The bank was the Congolese subsidiary of Cameroon’s Afriland First Bank Group. Citigroup wasn’t processing dollar transactions for the unit, but it serviced the parent company — one of only two so-called correspondent banks doing so, according to Afriland’s website.
In January 2018, a few weeks after the U.S. imposed sanctions on Gertler, a family friend named Shlomo Abihassira had walked into Afriland’s Kinshasa headquarters and opened an account for a newly registered company with the unpronounceable name RDHAGD Sarlu, bank documents show. Over the next five months, Abihassira, who lives in Israel, made 17 deposits totaling $19 million. That August, he transferred the funds in one go to another Afriland account registered to a company called Dorta Invest SAU, according to bank records. Dorta Invest, set up by French businessman Elie-Yohann Berros, sent most of the funds abroad to recipients, most of whom aren’t identified in the documents.
A little more than a year after Abihassira opened the account, whistle-blowers shared with Pplaaf a cache of Afriland documents describing the flow of money. With the help of London-based corruption watchdog Global Witness, researchers spent more than a year making sense of the transactions. They scoured publicly available company registers, statements from firms and social media.
What they found was a network of companies that emerged in Congo after the sanctions went into effect. Although Abihassira and Berros say they have no financial ties to Gertler, their associations with others connected to the Israeli businessman raise questions about whether they were effectively helping him continue doing business after the restrictions were in place.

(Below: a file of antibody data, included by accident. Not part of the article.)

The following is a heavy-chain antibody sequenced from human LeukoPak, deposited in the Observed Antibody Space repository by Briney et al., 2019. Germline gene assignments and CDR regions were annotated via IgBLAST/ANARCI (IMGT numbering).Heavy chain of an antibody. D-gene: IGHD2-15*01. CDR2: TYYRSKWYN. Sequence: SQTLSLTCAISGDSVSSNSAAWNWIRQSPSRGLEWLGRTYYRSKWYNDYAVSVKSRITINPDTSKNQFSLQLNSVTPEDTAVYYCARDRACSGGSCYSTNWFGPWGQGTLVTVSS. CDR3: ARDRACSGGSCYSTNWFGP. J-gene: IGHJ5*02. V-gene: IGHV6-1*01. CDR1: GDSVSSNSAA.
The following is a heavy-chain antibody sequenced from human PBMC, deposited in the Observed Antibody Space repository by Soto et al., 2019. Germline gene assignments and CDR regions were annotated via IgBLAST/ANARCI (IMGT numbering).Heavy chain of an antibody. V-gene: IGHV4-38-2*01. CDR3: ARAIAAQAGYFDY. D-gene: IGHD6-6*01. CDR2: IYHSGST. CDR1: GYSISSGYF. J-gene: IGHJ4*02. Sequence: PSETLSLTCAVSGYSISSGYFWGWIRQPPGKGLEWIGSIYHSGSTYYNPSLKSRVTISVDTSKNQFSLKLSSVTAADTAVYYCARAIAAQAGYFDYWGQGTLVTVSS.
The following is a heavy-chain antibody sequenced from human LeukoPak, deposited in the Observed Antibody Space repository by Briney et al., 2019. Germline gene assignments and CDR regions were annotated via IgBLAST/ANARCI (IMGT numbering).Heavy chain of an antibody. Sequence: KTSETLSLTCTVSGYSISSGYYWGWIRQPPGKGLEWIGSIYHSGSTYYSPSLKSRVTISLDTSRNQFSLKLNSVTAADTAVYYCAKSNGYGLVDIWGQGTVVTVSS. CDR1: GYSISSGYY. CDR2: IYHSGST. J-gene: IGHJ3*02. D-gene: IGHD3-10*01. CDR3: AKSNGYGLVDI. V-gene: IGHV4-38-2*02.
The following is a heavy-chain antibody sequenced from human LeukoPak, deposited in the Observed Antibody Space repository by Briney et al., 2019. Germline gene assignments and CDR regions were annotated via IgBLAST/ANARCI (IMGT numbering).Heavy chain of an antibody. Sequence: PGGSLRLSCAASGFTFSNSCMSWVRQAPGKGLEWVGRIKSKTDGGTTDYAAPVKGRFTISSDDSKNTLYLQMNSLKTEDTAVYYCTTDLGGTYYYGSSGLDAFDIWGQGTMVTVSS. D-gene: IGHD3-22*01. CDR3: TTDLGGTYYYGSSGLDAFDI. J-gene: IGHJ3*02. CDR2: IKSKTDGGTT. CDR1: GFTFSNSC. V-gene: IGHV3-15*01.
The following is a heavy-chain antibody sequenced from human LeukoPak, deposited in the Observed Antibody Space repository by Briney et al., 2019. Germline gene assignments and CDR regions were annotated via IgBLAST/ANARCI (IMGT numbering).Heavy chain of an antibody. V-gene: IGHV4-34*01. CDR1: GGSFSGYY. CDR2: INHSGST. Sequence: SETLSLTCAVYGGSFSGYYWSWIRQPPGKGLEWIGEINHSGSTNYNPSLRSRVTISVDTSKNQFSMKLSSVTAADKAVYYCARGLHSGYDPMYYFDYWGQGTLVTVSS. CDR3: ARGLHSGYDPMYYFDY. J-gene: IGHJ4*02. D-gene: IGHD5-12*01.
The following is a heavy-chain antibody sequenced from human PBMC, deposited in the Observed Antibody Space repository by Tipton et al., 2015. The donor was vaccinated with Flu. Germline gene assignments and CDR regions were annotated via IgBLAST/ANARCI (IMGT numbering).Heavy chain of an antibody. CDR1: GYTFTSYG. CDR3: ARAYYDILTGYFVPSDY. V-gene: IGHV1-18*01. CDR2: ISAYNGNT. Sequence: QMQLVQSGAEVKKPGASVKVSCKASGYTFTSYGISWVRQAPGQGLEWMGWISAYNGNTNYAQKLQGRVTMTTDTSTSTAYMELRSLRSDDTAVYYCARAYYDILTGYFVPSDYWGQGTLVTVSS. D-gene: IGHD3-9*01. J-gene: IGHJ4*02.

Whatever conclusions are ultimately drawn about Gertler’s relationship with Afriland, the tangle of undisclosed, informal linkages offers a view into what might be described as the last-mile problem for financial sanctions regimes. Regulators in Washington can impose weighty know-your-customer obligations on banks such as Citigroup. But on the fringes of banking, in corners of the world where corruption runs rampant, rules based on legal concepts like beneficial ownership or majority control can seem ineffectual in the face of personal loyalties, unwritten obligations and impenetrable corporate records. In the end, it’s a system that relies on whistle-blowers to expose the truth.
“This is how, despite being sanctioned, Gertler appears to have continued reaping the vast financial benefits of his business activity in DRC — a country where over 72% of the population lives on less than $1.90 a day,” Pplaaf and Global Witness wrote in a report published on Thursday. The report said the organizations couldn’t prove that the network was used to evade U.S. sanctions and it doesn’t allege any criminal behavior.
By Franz Wild, Michael Kavanagh and William Clowes, Bloomberg, 1 July 2020